Prior to the year 1836 the relations of the Ameers with us, in both the upper and lower divisions of the country, were those of a friendly and perfectly independent confederacy of chiefs, consenting to establish a commercial intercourse on the basis of a written treaty. In 1836 negotiations were commenced, which only ended, on the 20th of April 1838, in a new treaty; whereby the Ameers were induced from fear of Runjeet Singh, who threatened them on the north-east, to accept our mediation of their differences with him, and to permit a British minister, with a suitable escort, to reside permanently at their capital of Hyderabad-we, on our part, admitting a similar deputy to reside at the headquarters of our Indian government, on the part of the Ameers. But before this arrangement could be acted on, or the Resident even arrive in the Indus, the tripartite treaty of June 26th, 1838, created a new enemy in the person of Shah Shoojah, whose obsolete claims upon Scinde it was thought proper therein to revive. Thus the acceptance by the Ameers of our further mediation was rendered necessary, as the only way of staving off an immediate attack upon their independence by this new power; and we expected advantages for ourselves before we would accord our mediation. this all that was required of them. For while the tripartite treaty provided that, by a present payment to Shah Shoojah, they might get rid of him for ever hereafter, and of Runjeet Singh also-inasmuch as he, by another article of the same treaty, had sold his lien on Scinde to Shah Shoojah—the military policy of the British government, of acting in the Shah's support even as far as Candahar and Cabul, rendered it necessary, for the safety of the armies moving in advance, that we should obtain the complete military command of the Scinde territory, which lay exactly between our base of operations and Affghanistan. In compliance with this design, we expected the Ameers not only to grant a passage for our troops in the first instance, and to place its resources in food and carriage at our disposal ; but also to permit the mainteance, as long as the operations should continue, of a chain of posts and magazines from Kurachee to the Bolan Pass; as part of that great line of military communication by which we had resolved, as an indispensable part of our plan, to connect Bombay and the sea with Candahar, the western capital of the dominions about to be restored to Shah Shoojah. On receiving the news of this coming complication of demands from Sir Alexander Burnes at Khyrpore, and Colonel (now Sir Henry) Pottinger at Hyderabad, the whole of the Ameers of Upper Scinde, with one exception, placed themselves and their country unreservedly at the disposal of the British ; but those of Lower Scinde, also with one exception, showed a disinclination to comply, unless compelled by force. Protracted negotiations with the latter body led to angry feeling and hostile preparations on both sides. These untoward events again appeared to make it advisable, with reference to our forward movement, and the danger of leaving the disaffected any power in our rear, to insist even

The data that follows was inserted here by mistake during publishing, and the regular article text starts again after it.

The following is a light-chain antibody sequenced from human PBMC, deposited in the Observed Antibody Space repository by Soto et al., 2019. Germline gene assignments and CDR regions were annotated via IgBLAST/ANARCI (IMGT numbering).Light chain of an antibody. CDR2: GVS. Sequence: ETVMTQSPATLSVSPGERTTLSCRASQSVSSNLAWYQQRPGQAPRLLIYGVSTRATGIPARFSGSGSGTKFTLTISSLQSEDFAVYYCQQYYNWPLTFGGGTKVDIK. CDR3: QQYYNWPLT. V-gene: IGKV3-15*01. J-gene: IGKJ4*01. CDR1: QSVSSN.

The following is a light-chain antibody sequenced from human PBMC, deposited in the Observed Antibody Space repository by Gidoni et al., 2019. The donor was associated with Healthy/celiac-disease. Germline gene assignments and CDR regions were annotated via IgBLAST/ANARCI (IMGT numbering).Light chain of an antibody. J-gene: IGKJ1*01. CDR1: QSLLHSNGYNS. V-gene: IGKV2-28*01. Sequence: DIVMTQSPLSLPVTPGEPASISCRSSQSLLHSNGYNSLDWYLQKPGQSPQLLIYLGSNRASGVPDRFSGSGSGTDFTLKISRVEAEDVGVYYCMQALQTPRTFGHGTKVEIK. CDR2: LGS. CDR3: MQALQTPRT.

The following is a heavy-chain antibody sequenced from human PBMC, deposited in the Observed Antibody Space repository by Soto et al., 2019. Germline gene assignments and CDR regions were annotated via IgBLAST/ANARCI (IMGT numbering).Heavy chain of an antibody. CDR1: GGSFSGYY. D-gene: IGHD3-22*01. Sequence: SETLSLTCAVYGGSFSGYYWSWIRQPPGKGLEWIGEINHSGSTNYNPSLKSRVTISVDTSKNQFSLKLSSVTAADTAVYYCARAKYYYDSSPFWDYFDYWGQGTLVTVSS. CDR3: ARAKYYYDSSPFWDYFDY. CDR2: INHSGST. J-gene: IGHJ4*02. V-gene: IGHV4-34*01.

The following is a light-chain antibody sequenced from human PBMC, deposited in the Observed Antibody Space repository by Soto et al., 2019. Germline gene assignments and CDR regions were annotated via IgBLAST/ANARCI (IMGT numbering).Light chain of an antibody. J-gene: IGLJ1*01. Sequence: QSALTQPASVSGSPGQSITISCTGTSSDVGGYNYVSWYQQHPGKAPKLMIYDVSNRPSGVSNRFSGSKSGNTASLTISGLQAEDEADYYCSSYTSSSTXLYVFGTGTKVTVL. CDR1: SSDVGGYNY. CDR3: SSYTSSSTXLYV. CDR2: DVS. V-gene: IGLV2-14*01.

upon a stronger military position in Scinde than was at first contemplated. The raising our demands rendered the application of force more necessary than ever; and it was only when the armies of Sir John Keane from Bombay, and Sir Willoughby Cotton from Bengal, advancing on either side, threatened the capital with instant destruction, that the severe terms imposed were accepted, and embodied in a formal treaty.